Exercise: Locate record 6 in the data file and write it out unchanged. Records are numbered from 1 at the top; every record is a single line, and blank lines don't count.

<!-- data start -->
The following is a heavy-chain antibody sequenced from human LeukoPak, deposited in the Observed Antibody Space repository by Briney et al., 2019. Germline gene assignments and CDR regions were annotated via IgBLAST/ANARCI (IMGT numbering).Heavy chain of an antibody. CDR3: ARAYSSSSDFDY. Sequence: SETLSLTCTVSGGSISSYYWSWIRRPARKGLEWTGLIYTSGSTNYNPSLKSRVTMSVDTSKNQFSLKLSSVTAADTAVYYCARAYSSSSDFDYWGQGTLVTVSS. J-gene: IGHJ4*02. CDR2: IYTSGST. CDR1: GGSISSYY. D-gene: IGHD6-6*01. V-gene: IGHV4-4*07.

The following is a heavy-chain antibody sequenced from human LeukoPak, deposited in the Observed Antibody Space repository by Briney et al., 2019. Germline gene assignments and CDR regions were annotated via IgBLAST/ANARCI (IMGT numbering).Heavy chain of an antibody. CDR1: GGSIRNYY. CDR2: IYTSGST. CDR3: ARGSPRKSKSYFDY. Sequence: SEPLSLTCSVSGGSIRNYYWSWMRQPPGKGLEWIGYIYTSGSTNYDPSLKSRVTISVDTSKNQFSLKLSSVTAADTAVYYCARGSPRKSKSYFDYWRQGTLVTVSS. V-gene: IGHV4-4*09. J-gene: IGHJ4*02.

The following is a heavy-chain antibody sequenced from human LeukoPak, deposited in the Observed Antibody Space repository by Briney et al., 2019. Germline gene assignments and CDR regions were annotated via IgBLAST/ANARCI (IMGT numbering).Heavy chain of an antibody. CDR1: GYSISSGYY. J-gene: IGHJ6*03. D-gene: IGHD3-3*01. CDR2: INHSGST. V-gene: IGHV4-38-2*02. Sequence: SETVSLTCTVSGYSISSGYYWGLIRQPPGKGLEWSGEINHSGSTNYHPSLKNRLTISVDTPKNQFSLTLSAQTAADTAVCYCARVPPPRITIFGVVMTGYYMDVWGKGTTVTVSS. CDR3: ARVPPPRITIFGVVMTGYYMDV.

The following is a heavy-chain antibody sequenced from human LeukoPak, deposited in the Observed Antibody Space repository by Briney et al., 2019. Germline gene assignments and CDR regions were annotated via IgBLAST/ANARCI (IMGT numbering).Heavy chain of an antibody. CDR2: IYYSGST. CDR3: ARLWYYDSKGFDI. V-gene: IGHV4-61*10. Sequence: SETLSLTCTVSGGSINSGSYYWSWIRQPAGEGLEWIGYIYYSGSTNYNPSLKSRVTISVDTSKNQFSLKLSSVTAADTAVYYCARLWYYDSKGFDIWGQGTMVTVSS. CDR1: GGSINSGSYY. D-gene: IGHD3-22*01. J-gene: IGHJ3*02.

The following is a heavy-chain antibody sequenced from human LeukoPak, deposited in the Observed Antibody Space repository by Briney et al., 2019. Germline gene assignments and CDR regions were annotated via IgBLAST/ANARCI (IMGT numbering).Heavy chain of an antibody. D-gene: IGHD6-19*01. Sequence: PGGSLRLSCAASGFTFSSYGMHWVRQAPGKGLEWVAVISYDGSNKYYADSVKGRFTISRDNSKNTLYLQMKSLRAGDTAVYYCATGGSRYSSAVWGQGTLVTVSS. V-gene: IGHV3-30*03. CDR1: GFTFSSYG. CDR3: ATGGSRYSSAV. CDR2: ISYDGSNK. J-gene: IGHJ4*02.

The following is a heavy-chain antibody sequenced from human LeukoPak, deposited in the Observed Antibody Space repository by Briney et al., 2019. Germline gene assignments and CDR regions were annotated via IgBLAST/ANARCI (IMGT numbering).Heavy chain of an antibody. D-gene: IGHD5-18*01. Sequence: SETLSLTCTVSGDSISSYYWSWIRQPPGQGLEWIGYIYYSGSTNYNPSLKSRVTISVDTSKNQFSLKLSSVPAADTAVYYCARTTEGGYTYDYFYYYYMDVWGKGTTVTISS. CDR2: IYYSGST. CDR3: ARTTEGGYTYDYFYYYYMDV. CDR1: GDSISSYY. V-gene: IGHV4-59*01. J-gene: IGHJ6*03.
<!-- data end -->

The following is a heavy-chain antibody sequenced from human LeukoPak, deposited in the Observed Antibody Space repository by Briney et al., 2019. Germline gene assignments and CDR regions were annotated via IgBLAST/ANARCI (IMGT numbering).Heavy chain of an antibody. D-gene: IGHD5-18*01. Sequence: SETLSLTCTVSGDSISSYYWSWIRQPPGQGLEWIGYIYYSGSTNYNPSLKSRVTISVDTSKNQFSLKLSSVPAADTAVYYCARTTEGGYTYDYFYYYYMDVWGKGTTVTISS. CDR2: IYYSGST. CDR3: ARTTEGGYTYDYFYYYYMDV. CDR1: GDSISSYY. V-gene: IGHV4-59*01. J-gene: IGHJ6*03.